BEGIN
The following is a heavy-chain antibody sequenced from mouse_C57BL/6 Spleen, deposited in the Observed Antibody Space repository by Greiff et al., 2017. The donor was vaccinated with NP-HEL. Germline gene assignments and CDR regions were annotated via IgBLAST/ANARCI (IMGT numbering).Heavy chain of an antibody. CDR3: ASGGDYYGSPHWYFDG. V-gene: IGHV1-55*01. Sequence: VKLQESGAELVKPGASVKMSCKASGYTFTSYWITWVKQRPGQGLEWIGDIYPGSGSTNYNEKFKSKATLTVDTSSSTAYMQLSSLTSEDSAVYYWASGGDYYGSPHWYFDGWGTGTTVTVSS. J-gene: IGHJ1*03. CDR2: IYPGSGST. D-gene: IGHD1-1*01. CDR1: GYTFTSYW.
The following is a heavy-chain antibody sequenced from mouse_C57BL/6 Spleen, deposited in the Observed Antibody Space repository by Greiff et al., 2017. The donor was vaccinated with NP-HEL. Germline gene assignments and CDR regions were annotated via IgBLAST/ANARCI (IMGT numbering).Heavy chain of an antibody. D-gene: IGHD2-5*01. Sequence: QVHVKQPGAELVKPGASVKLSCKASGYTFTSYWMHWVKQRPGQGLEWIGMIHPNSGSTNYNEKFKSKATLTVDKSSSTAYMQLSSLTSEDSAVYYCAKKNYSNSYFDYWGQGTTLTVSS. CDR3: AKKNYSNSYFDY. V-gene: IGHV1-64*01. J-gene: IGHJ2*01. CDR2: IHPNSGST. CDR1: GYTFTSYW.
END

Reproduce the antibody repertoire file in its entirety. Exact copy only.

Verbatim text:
The following is a heavy-chain antibody sequenced from mouse_C57BL/6 Spleen, deposited in the Observed Antibody Space repository by Greiff et al., 2017. The donor was vaccinated with NP-HEL. Germline gene assignments and CDR regions were annotated via IgBLAST/ANARCI (IMGT numbering).Heavy chain of an antibody. CDR3: ASGGDYYGSPHWYFDG. V-gene: IGHV1-55*01. Sequence: VKLQESGAELVKPGASVKMSCKASGYTFTSYWITWVKQRPGQGLEWIGDIYPGSGSTNYNEKFKSKATLTVDTSSSTAYMQLSSLTSEDSAVYYWASGGDYYGSPHWYFDGWGTGTTVTVSS. J-gene: IGHJ1*03. CDR2: IYPGSGST. D-gene: IGHD1-1*01. CDR1: GYTFTSYW.
The following is a heavy-chain antibody sequenced from mouse_C57BL/6 Spleen, deposited in the Observed Antibody Space repository by Greiff et al., 2017. The donor was vaccinated with NP-HEL. Germline gene assignments and CDR regions were annotated via IgBLAST/ANARCI (IMGT numbering).Heavy chain of an antibody. D-gene: IGHD2-5*01. Sequence: QVHVKQPGAELVKPGASVKLSCKASGYTFTSYWMHWVKQRPGQGLEWIGMIHPNSGSTNYNEKFKSKATLTVDKSSSTAYMQLSSLTSEDSAVYYCAKKNYSNSYFDYWGQGTTLTVSS. CDR3: AKKNYSNSYFDY. V-gene: IGHV1-64*01. J-gene: IGHJ2*01. CDR2: IHPNSGST. CDR1: GYTFTSYW.